You got duped. It happens.

    You just got thrown under the bus by the NTC.

    There's a difference between hopeful in the absence of truth and ignorant to the truth. SM, you now run the risk of moving from the former to the latter.

  3. I didn't like this programme or the message it sent out: that Gaddafi and Libya did it. I'm not sure how Jim can present as "proof" the word of an "adviser" on that and one involved in the NTC, now in power because Gaddafi is dead. Has Jim forgotten that Libya wasn't even in the frame until the US President and the UK Prime Minister decided to switch the investigation away from other countries who couldn't be accused because we couldn't afford to upset them in the political climate at the time?

    And not a word about the flawed trial or the findings of the SCCRC or the payment of millions of dollars by the US to bought witnesses.

    I think tonight's programme will have done great damage to the quest to get justice over Lockerbie and I am sorry to say that as I admire Jim Swire enormously.

  4. It's a shame. Even the current Libyan government seems to have decided to join the choir singing from the "Megrahi is guilty" hymn book. I expected that - it's been obvious from day 1 that the Libyan rebels had had it made perfectly clear to them that the West wanted confirmation that Megrahi was guilty, and giving the West what it wanted was a smart political move.

    Prof. Black's comment at the end says it all. This is no admission at all. The speaker is only speculating. No evidence has been shown that what Megrahi was convicted of doing was done at all, by anyone! And in no way can this be said to have scotched the theory that Megrahi is a victim of a miscarriage of justice.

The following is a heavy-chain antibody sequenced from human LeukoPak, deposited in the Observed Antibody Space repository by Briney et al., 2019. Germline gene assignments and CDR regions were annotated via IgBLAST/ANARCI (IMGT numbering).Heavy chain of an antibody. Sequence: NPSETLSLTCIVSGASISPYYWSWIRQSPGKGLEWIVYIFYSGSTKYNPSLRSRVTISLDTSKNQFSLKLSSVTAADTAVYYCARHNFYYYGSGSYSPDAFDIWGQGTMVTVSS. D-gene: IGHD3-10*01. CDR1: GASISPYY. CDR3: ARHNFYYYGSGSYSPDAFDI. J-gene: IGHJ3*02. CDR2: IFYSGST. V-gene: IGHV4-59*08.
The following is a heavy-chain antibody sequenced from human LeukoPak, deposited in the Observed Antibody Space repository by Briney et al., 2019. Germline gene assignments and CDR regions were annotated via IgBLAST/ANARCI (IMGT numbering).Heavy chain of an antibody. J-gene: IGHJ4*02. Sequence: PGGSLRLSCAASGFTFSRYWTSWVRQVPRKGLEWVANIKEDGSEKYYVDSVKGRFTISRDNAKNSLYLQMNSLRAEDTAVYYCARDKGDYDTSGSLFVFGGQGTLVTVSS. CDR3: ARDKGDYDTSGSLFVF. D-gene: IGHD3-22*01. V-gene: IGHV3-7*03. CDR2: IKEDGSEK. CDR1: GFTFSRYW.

What a terrible burden to lay on Megrahi in his final days.

  5. "It sounds like a brazen attempt by the NTC to incriminate (i) the regime which they supplanted and (ii) an official of that regime (Megrahi was head of security for Libyan Arab Airlines and later director of the Centre for Strategic Studies in Tripoli)"

    Whatever it is Robert the Herald, with others, will now be happy to proclaim that Megrahi and Libya were guilty. I think this sets us all back years to be honest.

  6. Well, hopefully the grovelling Council won't be in power for long.

  7. Hi Michael!

    Maybe we can find some government official who says that the Earth does not revolve around the Sun, that the Earth is flat, the US did commit 9/11, and that Al-Megrahi is not guilty.